This information is supplied by Kagyu Samye Ling Buddhist Centre, Eskdalemuir, Scotland. I am including it on here for your information as I have found it very helpful.
Meditation is the art of finding peace and happiness within by using simple methods of calming and stabilising our minds. Modern life can be stressful and busy. Most of the time we are carried along by the force of emotions, habits and conditioning to the point where we end up feeling nothing but tired and stressed by our everyday lives. Cultivating the practice of meditation can change this.
Meditation can help bring about a natural sense of peace and well-being that can extend to every aspect of our lives. People who meditate regularly tend to sleep better, handle the ups and downs of daily life with more clarity and ease and relate to others with more compassion and warmth.
At the heart of it, meditation is simply the practice of paying attention to what we are doing while we are doing it, whatever this may be. In the Buddhist tradition, this type of attention is called ‘mindfulness’.
Traditionally we have come to think of meditation as sitting on a cushion in the lotus position, but this is simply one form of meditation. Instead, meditation is the patient process of settling our mind in the present moment so that we are fully engaged with whatever we are doing at that moment; and consequently it can apply to all aspects of our lives. For example, when we eat meditatively, we are fully present with eating, instead of eating with our mouth and planning the rest of our day with our minds.
To become proficient at meditation, we learn to identify and work with distraction, which is the tendency of the mind to drift off into thoughts and daydreams. Distraction disconnects us from the present moment. So, in meditation, every time our attention gets lost, we notice this and return it to the focus of our meditation. This is done gently, just as a good parent gently returns a wandering child back to where he should be. And it is done patiently, again and again, until our mind naturally comes to rest of its own accord in the present moment.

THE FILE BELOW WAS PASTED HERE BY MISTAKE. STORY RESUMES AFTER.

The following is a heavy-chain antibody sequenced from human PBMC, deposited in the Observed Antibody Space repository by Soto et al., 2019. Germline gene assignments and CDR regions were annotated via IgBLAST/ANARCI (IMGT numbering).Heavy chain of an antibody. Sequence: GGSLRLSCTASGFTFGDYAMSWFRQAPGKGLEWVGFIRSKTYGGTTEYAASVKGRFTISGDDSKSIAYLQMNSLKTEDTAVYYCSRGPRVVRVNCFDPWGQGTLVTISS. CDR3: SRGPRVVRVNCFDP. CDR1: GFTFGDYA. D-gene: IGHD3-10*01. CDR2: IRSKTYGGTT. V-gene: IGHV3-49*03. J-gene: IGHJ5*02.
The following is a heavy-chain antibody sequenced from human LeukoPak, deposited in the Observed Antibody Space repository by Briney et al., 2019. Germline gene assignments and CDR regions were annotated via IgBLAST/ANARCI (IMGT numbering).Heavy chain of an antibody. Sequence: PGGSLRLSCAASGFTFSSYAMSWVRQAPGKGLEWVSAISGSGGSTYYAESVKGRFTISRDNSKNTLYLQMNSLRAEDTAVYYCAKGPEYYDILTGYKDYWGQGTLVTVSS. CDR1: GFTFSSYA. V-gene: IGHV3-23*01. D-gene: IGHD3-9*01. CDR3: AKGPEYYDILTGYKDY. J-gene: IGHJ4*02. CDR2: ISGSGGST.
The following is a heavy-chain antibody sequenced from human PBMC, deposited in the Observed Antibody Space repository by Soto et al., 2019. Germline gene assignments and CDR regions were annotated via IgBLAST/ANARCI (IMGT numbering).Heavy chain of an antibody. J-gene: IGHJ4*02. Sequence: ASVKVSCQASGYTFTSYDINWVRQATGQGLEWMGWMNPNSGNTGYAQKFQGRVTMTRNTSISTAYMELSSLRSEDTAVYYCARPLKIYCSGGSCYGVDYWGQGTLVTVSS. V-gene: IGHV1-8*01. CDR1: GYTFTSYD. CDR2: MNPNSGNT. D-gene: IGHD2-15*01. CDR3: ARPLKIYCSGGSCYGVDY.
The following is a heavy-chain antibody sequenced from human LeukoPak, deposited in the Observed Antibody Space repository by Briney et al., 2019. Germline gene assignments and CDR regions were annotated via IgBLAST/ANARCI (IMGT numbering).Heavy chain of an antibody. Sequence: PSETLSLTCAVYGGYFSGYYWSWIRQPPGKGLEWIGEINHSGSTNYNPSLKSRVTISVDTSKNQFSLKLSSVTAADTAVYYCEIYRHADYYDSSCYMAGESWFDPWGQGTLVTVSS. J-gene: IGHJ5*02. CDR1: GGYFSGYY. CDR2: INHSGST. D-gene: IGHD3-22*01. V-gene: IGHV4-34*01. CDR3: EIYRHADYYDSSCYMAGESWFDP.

As we become competent at meditation, it stabilises our mind and innate qualities of wisdom and compassion start to reveal themselves to us. From here they permeate all aspects of our lives. We begin to understand how things are not as solid and unchanging as we’d first thought, and how our lives are inter-related with those of all other living things. Out of this realisation comes a sense of great joy and freedom. We find ourselves appreciating our lives more and more and living more intensely in the present moment. As we do so, our vision expands to encompass not only our own happiness but also that of all other beings.
In modern life we are often left feeling like there is never enough time. Busy and over-worked, as soon as we get around to doing one thing, our mind is already off planning and worrying about the other things. This creates a vicious cycle of compulsive doing and distraction which causes us great stress and offers little peace.
Most of the time the only way we can find peace is to ‘switch off’. We veg out in front of the television or deaden our feelings by getting drunk or using drugs.
These things, of course, are not real peace at all. They are simply forms of avoidance and distraction, and if we live this way long enough, we start to feel unhappy, overstressed and out of touch with ourselves. It can even negatively impact our health.
When we are caught up in the vicious cycle of planning and worrying, we tend to live our lives in the past, stressing over things we can no longer change, or in the future, anxious about what hasn’t happened yet.
Out of touch with the present moment, our actual life is lived largely on autopilot. The problem with this is that life is happening right now. Consequently, if we are out of touch with the present, we are also out of touch with our lives.
This perpetual busyness robs us of the precious experiences of our life. Not being present means we miss seeing the beauty of life all around us; we miss opportunities to connect meaningfully with the people who matter most to us. We notice these things only fleetingly and then drift away into the past or the future, following the issues that preoccupy us.
In the beginning, the purpose of meditation is simply to calm down our minds. When the mind is agitated, we experience a continual round of worries, upset and anxiety. With this happening, it is almost impossible to be happy, even if we are surrounded by luxurious things and living in wonderful conditions.
As we become increasingly adept at meditation, our mind gradually becomes more peaceful as it calms down and is able to maintain that equilibrium. When this happens, we begin to experience a natural happiness that comes up from within us.
As our practice deepens, this sense of peace and happiness will become increasingly constant, even in very trying or difficult circumstances. As this equilibrium becomes more stable, insight into how our mind functions spontaneously occurs.